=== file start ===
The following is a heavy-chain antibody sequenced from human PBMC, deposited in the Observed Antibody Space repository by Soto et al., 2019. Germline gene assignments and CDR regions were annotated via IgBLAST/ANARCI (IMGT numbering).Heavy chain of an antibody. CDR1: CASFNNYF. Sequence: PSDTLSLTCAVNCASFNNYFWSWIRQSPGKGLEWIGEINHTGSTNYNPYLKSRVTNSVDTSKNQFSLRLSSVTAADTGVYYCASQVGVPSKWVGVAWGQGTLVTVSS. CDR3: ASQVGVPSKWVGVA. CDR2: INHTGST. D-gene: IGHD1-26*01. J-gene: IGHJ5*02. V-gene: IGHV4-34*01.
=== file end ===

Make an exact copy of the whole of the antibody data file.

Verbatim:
The following is a heavy-chain antibody sequenced from human PBMC, deposited in the Observed Antibody Space repository by Soto et al., 2019. Germline gene assignments and CDR regions were annotated via IgBLAST/ANARCI (IMGT numbering).Heavy chain of an antibody. CDR1: CASFNNYF. Sequence: PSDTLSLTCAVNCASFNNYFWSWIRQSPGKGLEWIGEINHTGSTNYNPYLKSRVTNSVDTSKNQFSLRLSSVTAADTGVYYCASQVGVPSKWVGVAWGQGTLVTVSS. CDR3: ASQVGVPSKWVGVA. CDR2: INHTGST. D-gene: IGHD1-26*01. J-gene: IGHJ5*02. V-gene: IGHV4-34*01.